Information for Tribal Start Applicants on Selecting Adults and Early Childhood Assessments
Tribal Even Start grantees are required to report annually to the Secretary regarding the progress made towards addressing the purposes of the program. Specifically, grantees will be required to report on the following GPRA measures:
- Measure 1: The percentage of Tribal Even Start adults who do not have limited English Proficiency (LEP) who achieve significant learning gains in reading.
- Measure 2: The percentage of Tribal Even Start adults with limited English Proficiency (LEP) who achieve significant learning gains in reading/English Language acquisition.
- Measure 3: The percentage of Tribal Even Start adults with a high school completion goal who earn a high school diploma.
- Measure 4: The percentage of Tribal Even Start adults with the goal of General Equivalency Diploma (GED) attainment who earn a GED.
- Measure 5: The percentage of preschool-aged children participating in Tribal Even Start who achieve significant gains in oral language skills.
- Measures 6: The average number of letters Tribal Even Start preschool-aged children are able to identify.
- Measure 7: The percentage of preschool-aged children participating in Tribal Even Start who demonstrate age-appropriate oral language skills.
While grantees may select their own assessment instruments for use in reporting on these measures, this document provides some basic guidelines for selecting quality assessments.
1. For measures 1,2,5,6, and 7, the grantee should be able to demonstrate that the oral language assessment selected is:
- a. Valid for the subject and age range of students being tested. Validity is the extent to which the test measures what it was supposed to (e.g., reading aptitude, oral language skills). There are several types of validity including content, construct, and predictive validity. Evidence of validity is often available from the publisher of the assessment instrument.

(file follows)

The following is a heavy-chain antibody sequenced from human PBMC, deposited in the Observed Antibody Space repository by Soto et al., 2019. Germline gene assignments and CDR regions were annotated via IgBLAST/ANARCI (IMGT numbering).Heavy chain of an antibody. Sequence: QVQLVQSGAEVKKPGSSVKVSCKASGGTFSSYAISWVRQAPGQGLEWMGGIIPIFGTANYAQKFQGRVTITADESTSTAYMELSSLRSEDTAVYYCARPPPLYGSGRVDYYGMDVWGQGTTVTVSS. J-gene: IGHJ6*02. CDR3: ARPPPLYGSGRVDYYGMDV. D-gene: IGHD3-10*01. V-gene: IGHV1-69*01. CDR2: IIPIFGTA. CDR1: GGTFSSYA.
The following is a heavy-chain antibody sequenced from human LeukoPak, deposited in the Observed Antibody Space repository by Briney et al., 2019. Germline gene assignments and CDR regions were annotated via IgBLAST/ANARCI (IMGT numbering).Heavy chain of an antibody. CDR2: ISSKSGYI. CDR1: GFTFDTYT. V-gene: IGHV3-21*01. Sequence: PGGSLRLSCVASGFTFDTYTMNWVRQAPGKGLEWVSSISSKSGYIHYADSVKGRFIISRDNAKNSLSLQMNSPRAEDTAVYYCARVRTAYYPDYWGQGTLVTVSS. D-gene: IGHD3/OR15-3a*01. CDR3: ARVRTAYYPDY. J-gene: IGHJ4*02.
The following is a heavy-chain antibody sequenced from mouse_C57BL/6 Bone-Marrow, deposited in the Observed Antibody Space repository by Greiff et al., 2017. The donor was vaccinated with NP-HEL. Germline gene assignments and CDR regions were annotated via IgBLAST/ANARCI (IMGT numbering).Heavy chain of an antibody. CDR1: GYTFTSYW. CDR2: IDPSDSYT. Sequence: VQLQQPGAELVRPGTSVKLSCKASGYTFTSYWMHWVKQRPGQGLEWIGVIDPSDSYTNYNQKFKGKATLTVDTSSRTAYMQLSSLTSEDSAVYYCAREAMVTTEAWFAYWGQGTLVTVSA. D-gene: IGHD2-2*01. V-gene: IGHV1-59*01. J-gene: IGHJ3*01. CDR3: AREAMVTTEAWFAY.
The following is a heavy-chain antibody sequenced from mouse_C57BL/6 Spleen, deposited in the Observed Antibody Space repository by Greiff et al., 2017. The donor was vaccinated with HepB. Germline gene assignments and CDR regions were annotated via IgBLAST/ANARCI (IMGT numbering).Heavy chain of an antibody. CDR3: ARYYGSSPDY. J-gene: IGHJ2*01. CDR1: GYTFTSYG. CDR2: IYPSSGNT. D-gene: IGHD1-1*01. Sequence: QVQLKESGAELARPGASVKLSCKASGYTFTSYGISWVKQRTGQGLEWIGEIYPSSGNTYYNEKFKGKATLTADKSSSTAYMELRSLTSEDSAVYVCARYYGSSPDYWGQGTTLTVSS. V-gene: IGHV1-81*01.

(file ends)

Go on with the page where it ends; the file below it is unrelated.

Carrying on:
- b. Reliable with regard to the consistency and repeatability of measurement. Several types of reliability are routinely established, including the internal consistency of an instrument (how well different items on an instrument measure the same construct) and test/retest reliability (the consistency of measurement at two different points in time). Evidence of reliability is often available from the publisher of the assessment instrument.
2. For assessments used to determine if an adult or child made a significant gain (for measures 1,2, and 5), the same assessment should be used for pre- and post-tests. For assessments that have different versions of the assessment (e.g., for different age ranges), the grantee should ensure data received from the pre-assessment can be compared to data received from the post-assessment to calculate a change in score. The test publisher can inform the grantee whether pre- and post-assessment data from different versions can be compared.
3. For assessments used to determine whether a child is demonstrating age-appropriate oral language skills (for measure 7), the assessment should have information about normative statistics for the instrument. This information is commonly referred to as “population norms” or “normed-referencing data” and is provided by the instrument’s author or publisher. Since young children’s skills can develop rapidly because of maturation, we recommend that assessments used for measure 7 have normed-referencing data available in 6-month or smaller age intervals. For example, an assessment provides the mean and standard deviation of the norm-referencing data for ages 48 to 53 months, 54 to 59 months, etc.
4. In addition to the characteristics described above, the evaluators for the National Evaluation of Early Reading First described some additional factors they considered when selecting assessments. This list of factors may be helpful to applicants as they select their assessment instruments.
- Time required to administer the instruments
- Training required for staff to administer the instruments
- Qualifications that examiners needed so that appropriate and adequate staff were trained and available
- Sensitivity of the measures to change as a result of the intervention
- Appropriateness of the measure for a diverse population including racial and ethnic minorities, language minorities, and economically disadvantaged children
- Costs of the measures for the sample sizes
- Comparability of the measures to other national evaluation studies (especially other current early literacy intervention studies)
- Psychometric qualities of the measures under consideration, including adequate reliability and validity, with minimal floor or ceiling effects for low-income preschool children
- Availability of a Spanish-language version of assessment
Russell Jackson, McCoy, Ann, Pistorino, Carol, Wilkinson, Anna, Burghardt, John, Clark, Melissa, Ross Christine, Schochet, Peter and Swank, Paul. National Evaluation of Early Reading First: Final Report, U.S. Department of Education, Institute of Education Sciences, Washington, DC: U.S. Government Printing Office, 2007, p. 161.